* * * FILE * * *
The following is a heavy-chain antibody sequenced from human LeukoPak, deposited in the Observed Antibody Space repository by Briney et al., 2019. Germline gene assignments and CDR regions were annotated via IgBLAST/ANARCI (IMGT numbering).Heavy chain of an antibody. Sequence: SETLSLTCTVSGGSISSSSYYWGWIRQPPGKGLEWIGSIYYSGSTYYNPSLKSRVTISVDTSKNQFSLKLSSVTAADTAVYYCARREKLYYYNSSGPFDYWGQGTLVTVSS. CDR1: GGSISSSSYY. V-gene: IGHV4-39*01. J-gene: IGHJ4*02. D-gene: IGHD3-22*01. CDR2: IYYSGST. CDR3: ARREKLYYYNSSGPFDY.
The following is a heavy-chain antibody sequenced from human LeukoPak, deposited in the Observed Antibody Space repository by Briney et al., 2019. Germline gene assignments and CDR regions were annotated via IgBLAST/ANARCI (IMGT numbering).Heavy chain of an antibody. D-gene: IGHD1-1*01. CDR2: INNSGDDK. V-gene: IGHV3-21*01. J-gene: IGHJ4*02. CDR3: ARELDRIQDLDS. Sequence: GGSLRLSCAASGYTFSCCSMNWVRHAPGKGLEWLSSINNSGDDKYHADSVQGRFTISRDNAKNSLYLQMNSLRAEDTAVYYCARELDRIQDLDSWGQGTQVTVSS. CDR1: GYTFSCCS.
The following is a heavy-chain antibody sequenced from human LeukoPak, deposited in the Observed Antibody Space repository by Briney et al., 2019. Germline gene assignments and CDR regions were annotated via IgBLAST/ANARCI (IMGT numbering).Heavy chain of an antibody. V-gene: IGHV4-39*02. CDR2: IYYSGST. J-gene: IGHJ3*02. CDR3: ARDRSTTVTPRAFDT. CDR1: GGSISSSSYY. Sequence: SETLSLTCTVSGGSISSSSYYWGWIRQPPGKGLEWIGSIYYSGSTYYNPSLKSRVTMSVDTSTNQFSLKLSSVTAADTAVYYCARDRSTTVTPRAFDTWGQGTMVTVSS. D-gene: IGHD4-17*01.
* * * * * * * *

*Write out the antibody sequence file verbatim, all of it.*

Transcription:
The following is a heavy-chain antibody sequenced from human LeukoPak, deposited in the Observed Antibody Space repository by Briney et al., 2019. Germline gene assignments and CDR regions were annotated via IgBLAST/ANARCI (IMGT numbering).Heavy chain of an antibody. Sequence: SETLSLTCTVSGGSISSSSYYWGWIRQPPGKGLEWIGSIYYSGSTYYNPSLKSRVTISVDTSKNQFSLKLSSVTAADTAVYYCARREKLYYYNSSGPFDYWGQGTLVTVSS. CDR1: GGSISSSSYY. V-gene: IGHV4-39*01. J-gene: IGHJ4*02. D-gene: IGHD3-22*01. CDR2: IYYSGST. CDR3: ARREKLYYYNSSGPFDY.
The following is a heavy-chain antibody sequenced from human LeukoPak, deposited in the Observed Antibody Space repository by Briney et al., 2019. Germline gene assignments and CDR regions were annotated via IgBLAST/ANARCI (IMGT numbering).Heavy chain of an antibody. D-gene: IGHD1-1*01. CDR2: INNSGDDK. V-gene: IGHV3-21*01. J-gene: IGHJ4*02. CDR3: ARELDRIQDLDS. Sequence: GGSLRLSCAASGYTFSCCSMNWVRHAPGKGLEWLSSINNSGDDKYHADSVQGRFTISRDNAKNSLYLQMNSLRAEDTAVYYCARELDRIQDLDSWGQGTQVTVSS. CDR1: GYTFSCCS.
The following is a heavy-chain antibody sequenced from human LeukoPak, deposited in the Observed Antibody Space repository by Briney et al., 2019. Germline gene assignments and CDR regions were annotated via IgBLAST/ANARCI (IMGT numbering).Heavy chain of an antibody. V-gene: IGHV4-39*02. CDR2: IYYSGST. J-gene: IGHJ3*02. CDR3: ARDRSTTVTPRAFDT. CDR1: GGSISSSSYY. Sequence: SETLSLTCTVSGGSISSSSYYWGWIRQPPGKGLEWIGSIYYSGSTYYNPSLKSRVTMSVDTSTNQFSLKLSSVTAADTAVYYCARDRSTTVTPRAFDTWGQGTMVTVSS. D-gene: IGHD4-17*01.